Luke Chase—yes, that Luke Chase, a modern hero ripped from the headlines—didn’t mean to get caught up in Mrs. Heckler’s murder. He just wanted to hook up with the hot new British girl at St. Benedict’s, and if that meant sneaking out to the woods after hours, then so be it. But little did he know someone would end up dead right next to their rendezvous spot, and his best friend and roommate Oscar Weymouth would go down for it. With suspects aplenty and a past that’s anything but innocent, Luke Chase reluctantly calls on his famous survival skills to find the true killer.

Favorite Quotes:

“You refuse to acknowledge your  heroics. Now you can’t deny them. You can now know that you are truly special.” 

“Ever since he had been in captivity he had learned to play game where he had tried to pick up on small clues from the small things people said about themselves. Sort of like honing his powers of inference, Sherlock Holmes style. He had started it because he never wanted to be surprised by people he thought he knew.”

Final Thoughts:

First off, Chuck Vance did a great job capturing my attention this entire novel. This young adult fiction book provides a thrilling mystery between these pages. The begins with a group of four students at a boarding school all deciding to sneak out one evening. They have no idea what awaits them in the woods on that starry night. Luke, Oscar, Kelsey, and Pippa all decide they want to take a break from the dorms and head into the woods for a midnight stroll. Luke is hoping to get closer to Pippa, the new student from England with a hard personality. The story begins to unravel when the students hear a noise out in the woods hoping they are alone they remain quiet while Oscar ventures out to investigate. Luke hears Mrs. Heckler arguing with a man in the woods but who is that man? Everyone assumes that Luke is paranoid because of the things that occurred in his past. The four start to head back towards their dorms hoping not to get caught and put the chilling night behind them. The following day the entire school gets word that Mrs. Heckler was found murdered in the woods the same night those four were out there. Luke, Oscar, Kelsey, and Pippa must decide to either share the information about that night and risk expulsion or try to solve the mystery on their own. Luke must decide who to trust as he watches his roommate and best friend get framed for murder. Everyone has something to hide including Oscar, Kelsey, and Pippa. As Luke starts investigating her begins to uncover many secrets about his friends, his teachers, and even the late Mrs. Heckler.  Can the Kidnapped Kid use his survival skills to locate the real murderer?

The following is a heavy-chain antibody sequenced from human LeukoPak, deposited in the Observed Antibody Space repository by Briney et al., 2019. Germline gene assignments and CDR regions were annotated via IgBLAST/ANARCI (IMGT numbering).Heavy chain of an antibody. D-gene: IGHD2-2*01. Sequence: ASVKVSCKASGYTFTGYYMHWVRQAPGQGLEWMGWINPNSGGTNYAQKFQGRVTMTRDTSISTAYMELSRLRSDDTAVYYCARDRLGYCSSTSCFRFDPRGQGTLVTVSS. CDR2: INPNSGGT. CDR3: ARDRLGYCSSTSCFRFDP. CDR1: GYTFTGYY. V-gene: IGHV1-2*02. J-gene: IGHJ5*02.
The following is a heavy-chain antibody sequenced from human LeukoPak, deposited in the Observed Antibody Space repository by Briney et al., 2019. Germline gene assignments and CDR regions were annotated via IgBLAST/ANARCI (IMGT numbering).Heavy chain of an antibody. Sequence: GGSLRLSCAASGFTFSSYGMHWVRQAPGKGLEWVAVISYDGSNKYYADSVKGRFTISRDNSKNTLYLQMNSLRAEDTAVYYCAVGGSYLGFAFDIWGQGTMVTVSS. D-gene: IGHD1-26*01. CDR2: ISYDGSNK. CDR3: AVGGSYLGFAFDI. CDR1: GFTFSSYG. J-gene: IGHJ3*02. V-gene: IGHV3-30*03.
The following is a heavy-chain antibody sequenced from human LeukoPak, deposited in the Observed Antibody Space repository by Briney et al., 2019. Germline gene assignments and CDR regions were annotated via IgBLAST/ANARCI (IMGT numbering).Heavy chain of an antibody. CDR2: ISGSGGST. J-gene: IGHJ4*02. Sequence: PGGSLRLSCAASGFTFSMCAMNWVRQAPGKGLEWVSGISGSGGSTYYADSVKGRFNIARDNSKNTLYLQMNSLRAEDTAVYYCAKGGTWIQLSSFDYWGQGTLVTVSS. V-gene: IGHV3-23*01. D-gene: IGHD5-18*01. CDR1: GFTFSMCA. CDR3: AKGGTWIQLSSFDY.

This book is well written, and the plot twist was fantastic. The entire novel I thought one character killed Mrs. Heckler, but in the end, it was someone else. I was extremely confident in my detective skills, and I was on the edge of my seat. I prevented myself from looks to the end of the book to ease the pressure of finding out who did it. In this “whodunit” novel it is hard not to love the writing style and the cliffhanger at the end. Sneaking Out is book one of the Chased Series, so I am curious to see what other things Chuck Vance has up his sleeves. I recommend this book to any young adult or adult looking for a great mystery novel. I thoroughly enjoyed this book.